"When Israel heard the portion of the law on Tzara'at, they became afraid. But Moshe said to them: ‘Do not be afraid. The nations of the world should be afraid, but you should eat drink and be merry, for it is written: Much can harm the wicked man but he who puts his trust in Hashem will be surrounded by lovingkindness.' There are two ways to come close to Hashem: through plagues and suffering (which remind mankind that there is a Supreme Being who will demand a strict accounting for all of one's deeds and to whom he must return in Teshuva [repentance]), or through Hashem's Cheyn (Divine Grace) - which focuses the eye of mankind so that he will perceive the deeper meaning of his purpose. Such encouragement from above most frequently comes during the observance of Shabbat and the Mikra'ey Kodesh (the holy convocations), which summon man to draw near to sanctity."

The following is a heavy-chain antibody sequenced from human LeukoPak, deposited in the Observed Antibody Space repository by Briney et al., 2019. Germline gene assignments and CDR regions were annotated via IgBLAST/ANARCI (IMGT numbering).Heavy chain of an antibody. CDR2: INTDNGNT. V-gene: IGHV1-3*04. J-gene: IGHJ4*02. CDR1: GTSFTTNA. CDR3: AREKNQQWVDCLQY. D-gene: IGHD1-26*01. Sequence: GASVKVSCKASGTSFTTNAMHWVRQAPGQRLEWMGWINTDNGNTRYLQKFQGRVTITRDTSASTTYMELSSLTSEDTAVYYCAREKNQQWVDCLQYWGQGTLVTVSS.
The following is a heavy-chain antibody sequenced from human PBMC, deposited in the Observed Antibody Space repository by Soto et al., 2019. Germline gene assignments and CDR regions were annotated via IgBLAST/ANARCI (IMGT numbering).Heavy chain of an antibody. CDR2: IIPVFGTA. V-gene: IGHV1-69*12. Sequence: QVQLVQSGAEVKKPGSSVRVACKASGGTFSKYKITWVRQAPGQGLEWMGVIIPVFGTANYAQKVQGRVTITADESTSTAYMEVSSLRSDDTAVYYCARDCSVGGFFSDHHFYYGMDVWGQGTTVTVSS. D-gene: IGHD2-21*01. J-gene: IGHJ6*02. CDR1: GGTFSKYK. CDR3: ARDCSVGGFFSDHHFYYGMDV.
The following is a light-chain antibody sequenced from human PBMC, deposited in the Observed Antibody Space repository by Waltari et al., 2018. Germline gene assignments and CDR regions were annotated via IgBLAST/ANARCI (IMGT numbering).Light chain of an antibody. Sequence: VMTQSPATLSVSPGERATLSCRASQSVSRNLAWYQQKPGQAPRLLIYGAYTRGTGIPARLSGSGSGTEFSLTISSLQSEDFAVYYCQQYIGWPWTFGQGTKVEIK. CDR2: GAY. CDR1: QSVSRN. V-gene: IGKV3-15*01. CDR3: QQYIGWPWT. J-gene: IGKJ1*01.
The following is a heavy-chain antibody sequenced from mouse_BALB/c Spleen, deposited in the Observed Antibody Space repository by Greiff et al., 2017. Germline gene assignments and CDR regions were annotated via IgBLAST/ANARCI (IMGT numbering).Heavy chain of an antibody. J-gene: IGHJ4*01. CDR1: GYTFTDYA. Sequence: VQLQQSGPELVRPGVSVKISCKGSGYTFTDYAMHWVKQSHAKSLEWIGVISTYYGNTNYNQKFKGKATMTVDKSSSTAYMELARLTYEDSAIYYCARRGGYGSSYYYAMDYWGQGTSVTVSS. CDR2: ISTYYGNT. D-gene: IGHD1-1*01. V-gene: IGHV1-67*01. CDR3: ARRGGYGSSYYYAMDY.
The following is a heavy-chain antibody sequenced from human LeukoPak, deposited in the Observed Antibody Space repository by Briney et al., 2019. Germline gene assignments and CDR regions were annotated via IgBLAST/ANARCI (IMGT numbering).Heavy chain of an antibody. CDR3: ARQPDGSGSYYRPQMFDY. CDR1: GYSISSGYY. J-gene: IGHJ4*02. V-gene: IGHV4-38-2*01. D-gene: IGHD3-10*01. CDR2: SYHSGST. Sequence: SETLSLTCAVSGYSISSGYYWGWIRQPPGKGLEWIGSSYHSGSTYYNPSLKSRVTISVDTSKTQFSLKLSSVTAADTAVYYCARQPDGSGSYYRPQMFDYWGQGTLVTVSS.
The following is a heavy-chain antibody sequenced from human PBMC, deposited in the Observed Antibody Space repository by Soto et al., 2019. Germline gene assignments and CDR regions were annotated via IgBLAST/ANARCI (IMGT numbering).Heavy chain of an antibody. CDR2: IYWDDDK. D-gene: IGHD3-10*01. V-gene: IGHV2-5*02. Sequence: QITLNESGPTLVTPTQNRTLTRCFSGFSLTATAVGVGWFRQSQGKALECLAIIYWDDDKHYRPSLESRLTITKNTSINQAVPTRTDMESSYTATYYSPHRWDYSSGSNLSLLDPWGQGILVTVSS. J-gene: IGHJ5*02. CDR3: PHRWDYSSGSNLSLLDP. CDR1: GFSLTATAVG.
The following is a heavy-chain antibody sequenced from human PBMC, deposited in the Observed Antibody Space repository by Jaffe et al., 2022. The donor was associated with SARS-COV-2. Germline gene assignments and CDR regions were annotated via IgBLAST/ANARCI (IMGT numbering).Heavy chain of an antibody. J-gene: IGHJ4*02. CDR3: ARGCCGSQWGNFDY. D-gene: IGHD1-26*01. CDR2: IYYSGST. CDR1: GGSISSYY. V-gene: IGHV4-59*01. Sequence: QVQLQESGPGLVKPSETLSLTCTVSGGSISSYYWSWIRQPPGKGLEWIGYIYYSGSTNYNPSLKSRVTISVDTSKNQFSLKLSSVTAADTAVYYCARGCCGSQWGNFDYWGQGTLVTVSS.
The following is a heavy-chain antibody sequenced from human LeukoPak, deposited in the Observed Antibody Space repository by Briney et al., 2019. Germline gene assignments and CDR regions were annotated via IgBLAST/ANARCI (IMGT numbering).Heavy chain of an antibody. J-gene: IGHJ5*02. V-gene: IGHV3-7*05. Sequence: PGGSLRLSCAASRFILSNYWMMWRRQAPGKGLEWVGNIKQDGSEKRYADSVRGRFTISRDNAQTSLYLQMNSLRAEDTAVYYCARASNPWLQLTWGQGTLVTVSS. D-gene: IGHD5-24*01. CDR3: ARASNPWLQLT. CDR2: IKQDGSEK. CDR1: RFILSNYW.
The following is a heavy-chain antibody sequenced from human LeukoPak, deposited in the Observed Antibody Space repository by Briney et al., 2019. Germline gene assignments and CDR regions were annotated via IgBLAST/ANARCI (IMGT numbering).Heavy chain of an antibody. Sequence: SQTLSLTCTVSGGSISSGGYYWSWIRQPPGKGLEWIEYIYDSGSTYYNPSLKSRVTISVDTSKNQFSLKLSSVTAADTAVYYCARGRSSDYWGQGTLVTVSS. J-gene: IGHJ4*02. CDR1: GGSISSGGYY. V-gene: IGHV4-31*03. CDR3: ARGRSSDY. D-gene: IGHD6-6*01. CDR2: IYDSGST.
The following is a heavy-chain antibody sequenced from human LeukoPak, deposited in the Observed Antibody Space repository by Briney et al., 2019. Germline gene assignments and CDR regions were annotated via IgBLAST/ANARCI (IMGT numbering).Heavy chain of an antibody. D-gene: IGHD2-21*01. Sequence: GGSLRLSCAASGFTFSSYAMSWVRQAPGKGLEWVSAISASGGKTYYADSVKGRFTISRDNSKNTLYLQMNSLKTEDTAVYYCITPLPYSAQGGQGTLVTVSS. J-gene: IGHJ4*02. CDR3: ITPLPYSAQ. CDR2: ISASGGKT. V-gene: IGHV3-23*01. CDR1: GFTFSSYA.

There is a famous story in Tractate Chulin 60a:
A Roman princess said to Reb Yehoshua ben Chananya, "Your G-d is a carpenter, for it is written, ‘[He] Who lays the beams of His upper chambers in the waters' (Psalms 104:3). Tell Him to make me a spindle."

"By my life!" said Reb Yehoshua. He prayed, and she was stricken with leprosy.

The Roman princess sat in the marketplace of Rome, and a spindle was brought to her, for it was customary in Rome that whoever was stricken with leprosy received a spindle and sat in the marketplace and spun, so that people would see them and pray for them.

One day Reb Yehoshua passed by while the princess was sitting and spinning in the marketplace of Rome. He said to her, "Good is the spindle that my G-d gave you!"

She replied, "Tell your G-d to take back what he gave me."

He said to her, "Our G-d gives but does not take back."

The great Chacham (Rabbi) from Bagdad, Rabbi Yosef Chaim, also know as the "Ben Ish Chai" commented on this story and wrote in his famous work Od Yosef Chai - Derushim:

"This episode raises a few questions. To begin with, how did the princess dare to speak so brazenly, and why didn't Reb Yehoshua rebuke her outright for her insolence?

Also, why did she ask for a spindle - a tool of the poor - rather than, say, a jewelry box or an armchair? To answer these questions, let us take a deeper look at the passage.

The princess did not believe in Divine Providence - that G-d watches over people.